Friday, June 24, 2016

BREXIT, Google Search Trends and the Misinformed Voter

You can make a case many political consultants are a little weak on understanding today's digital age, and how we consume information. Need proof? Check out the spam filter on your personal email address. High chance there's several high profile campaigns soliciting donations that you probably never read. That's a waste of money and time. There's a reason those messages go to spam.

Having an SEO background, a good grasp on politics, including how political campaigns operate, a 52% to 48% election is often seen as a squeaker that likely could have gone the opposite way with a few adjustments. A huge relief for the victor, and frustrating second guessing for the loser.

A definitive victory is often a 55% - 45% split and a blowout > 60%. What's interesting about BREXIT is that it was a coin flip with a short timeline.


“BREXIT” Google Search Entry Trending
BREXIT Google Search Trending June 2016

Above: Google search volume trending “BREXIT.” The BREXIT revolution came quick. In 2016 there was an initial spike in interest, then a cooling, and a massive surge after the election. The vote passed 52% - 48%.



My Take:

  • As a millennial, this is one of the biggest events in my lifetime. Potentially a distant second to the Berlin Wall falling. 
  • I wonder how history 20 years from now will remember this vote
  • It is alarming how radical a change can happen on a simple majority wins vote
  • Further alarming how radical a change this was with how little people researched the topic with topical search volume coming in so late, and continued growth happening after the vote.

Make a few adjustments to your messaging strategy, and it's interesting to ponder if the initial election was held two weeks from now would it be a larger victory to decide to leave the EU. It did appear to trending up with support. Equally, looking at all that Google search traffic, are there enough people that might regret not voting, or went into the ballot box under-informed and would switch a past "no" vote to "yes" or a "yes" vote to "no."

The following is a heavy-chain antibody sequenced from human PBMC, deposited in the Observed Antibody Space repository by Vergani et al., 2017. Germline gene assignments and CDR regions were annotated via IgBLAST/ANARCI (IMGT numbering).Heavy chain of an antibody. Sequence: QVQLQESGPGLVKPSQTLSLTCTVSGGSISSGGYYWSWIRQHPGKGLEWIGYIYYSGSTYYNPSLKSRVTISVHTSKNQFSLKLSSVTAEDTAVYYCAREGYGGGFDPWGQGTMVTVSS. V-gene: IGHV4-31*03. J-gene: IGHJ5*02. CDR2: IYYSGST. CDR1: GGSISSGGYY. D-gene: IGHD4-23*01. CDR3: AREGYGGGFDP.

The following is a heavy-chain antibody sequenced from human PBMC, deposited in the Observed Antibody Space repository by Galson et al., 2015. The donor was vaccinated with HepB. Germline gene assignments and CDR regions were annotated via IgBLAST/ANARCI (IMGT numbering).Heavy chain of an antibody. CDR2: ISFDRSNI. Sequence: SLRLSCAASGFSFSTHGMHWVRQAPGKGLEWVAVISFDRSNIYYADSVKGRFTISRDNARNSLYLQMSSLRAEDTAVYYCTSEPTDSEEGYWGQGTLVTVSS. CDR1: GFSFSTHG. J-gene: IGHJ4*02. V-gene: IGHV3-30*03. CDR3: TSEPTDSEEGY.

We seem to live in very polarizing times. These 52-48 election scenarios are all too frequent in the USA as well. As long as victories can be 50% + 1 vote, the race to win the middle swing vote becomes obvious. 

Moving forward the need to max out technology and meta data analysis will become greater, both to get a temperature of who potential supporters are, what their degree of passion / support is, and ensuring they follow through to make it to the ballot box.  The challenge will be for short term campaigns is getting a complex deployment online is a short period of time. 

To do this right system integrations take time, and campaigns rarely have the luxury of long term staffers, they often look more like seasonal Christmas help at a retail store. Closing the gap to onboard a new campaign, and hedge against employees that are newer, but lack experience will be essential. To do this expect campaigns to implement more automation, both in operations, and in messaging where meta data powers dynamic content. These shifts will become increasingly important in coming election cycles. They need to be. If you're on the wrong end of a 52-48 election you don't want to answer why these things were not implemented or implemented sooner. 

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